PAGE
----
The Conservative’s Brown took several opportunities to hammer home the ballooning debt under the federal Liberals and warned chamber members that “increased debt today means higher taxes tomorrow”.
The Green’s Bauer, himself a small business owner, emphasized that Canada needs to “focus on sustainable industries and close loopholes that are being exploited by the country’s wealthiest and biggest corporations".
McCaughtrie, who struggled somewhat to get the PPC's platform across, said most everything that “gets in the way of businesses doing business” should be rethought and possibly eliminated.
The debate forum was expertly moderated by former Newmarket chamber chairperson Barbara Bartlett, and members commented afterwards that they came away better informed.
John Flanagan, an investor who runs a wellness business and is also president and CEO of International Network Professionals, said the local candidates mean well, but they are missing the fact that “a working relationship needs to be established instead of the bickering between labour, business and government”.
“We’re all in this together, we’re in a global economy, and we’ve got trade north and south but we don’t even have free and fair trade within our own country,” Flanagan said.
“It’s clear the candidates are concerned about the environment and climate change, and the people who are $200 away from bankruptcy, however, for those of us that are running businesses, we have to at least break even and when we see a federal government that is running $20-billion deficits, from my perspective, that doesn’t cut it,” he said.
One of the questions posed to candidates came from Flanagan, who asked: What would you and your government do to inspire those who are unemployed, lost hope of finding work or stopped looking for work, to start a business and hire those who are underemployed?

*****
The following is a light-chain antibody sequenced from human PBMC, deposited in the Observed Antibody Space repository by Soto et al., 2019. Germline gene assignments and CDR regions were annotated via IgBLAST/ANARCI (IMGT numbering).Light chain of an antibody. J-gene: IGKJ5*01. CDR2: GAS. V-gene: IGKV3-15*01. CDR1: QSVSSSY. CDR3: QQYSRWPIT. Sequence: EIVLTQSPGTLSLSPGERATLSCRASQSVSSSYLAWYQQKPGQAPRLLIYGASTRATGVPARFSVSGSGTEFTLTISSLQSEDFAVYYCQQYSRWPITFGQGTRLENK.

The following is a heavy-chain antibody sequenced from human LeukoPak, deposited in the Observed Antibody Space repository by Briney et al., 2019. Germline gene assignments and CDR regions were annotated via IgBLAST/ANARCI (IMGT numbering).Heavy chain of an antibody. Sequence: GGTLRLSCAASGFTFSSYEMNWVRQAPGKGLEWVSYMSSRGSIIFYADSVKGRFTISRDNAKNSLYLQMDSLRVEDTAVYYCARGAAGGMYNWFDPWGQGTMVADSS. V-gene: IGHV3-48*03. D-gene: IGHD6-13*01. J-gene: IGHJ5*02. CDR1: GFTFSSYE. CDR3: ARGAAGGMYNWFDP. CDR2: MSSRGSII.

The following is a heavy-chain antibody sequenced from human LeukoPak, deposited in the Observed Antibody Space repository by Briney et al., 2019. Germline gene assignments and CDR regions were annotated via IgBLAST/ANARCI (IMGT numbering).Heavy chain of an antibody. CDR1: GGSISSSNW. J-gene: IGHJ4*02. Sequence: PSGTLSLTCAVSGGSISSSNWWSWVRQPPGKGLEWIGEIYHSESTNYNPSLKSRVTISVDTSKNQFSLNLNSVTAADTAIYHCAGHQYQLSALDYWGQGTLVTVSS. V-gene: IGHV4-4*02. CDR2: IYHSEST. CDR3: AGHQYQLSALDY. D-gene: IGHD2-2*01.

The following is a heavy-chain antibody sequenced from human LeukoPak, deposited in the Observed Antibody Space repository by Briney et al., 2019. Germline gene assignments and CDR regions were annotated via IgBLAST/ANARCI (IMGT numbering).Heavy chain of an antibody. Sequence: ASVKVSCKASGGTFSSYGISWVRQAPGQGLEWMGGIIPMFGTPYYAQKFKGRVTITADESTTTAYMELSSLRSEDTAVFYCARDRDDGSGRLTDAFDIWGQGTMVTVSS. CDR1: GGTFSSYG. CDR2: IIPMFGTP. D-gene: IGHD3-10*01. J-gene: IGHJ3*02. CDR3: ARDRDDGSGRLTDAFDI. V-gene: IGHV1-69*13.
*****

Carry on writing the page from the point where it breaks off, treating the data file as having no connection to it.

“I’m sort of mixed between the candidates on that one because I feel the question went over their heads,” he said.
“Some of the comments with respect to large corporations I agree with, are there tax loopholes to be closed, yes, but why does the government bail out some of these large corporations only to miss thousands of small businesses that are trying to become medium-sized and eventually big business owners?” Flanagan said.
The local entrepreneur said he’s already decided who is getting his vote, but he declined to share it with NewmarketToday.
Newmarket chamber president and CEO Tracy Walter said she was encouraged to see that all the candidates shared key points and perspectives on housing, immigration and the removal of inter-provincial trade barriers.
“They may not have all agreed on the solution, but there was common ground between all candidates on the need to address these issues for the betterment of Canada’s business community and the success of the Canadian economy,” Walter said. “I was also pleased to see a debate that was respectful, especially following the federal leaders debate (Monday) night.”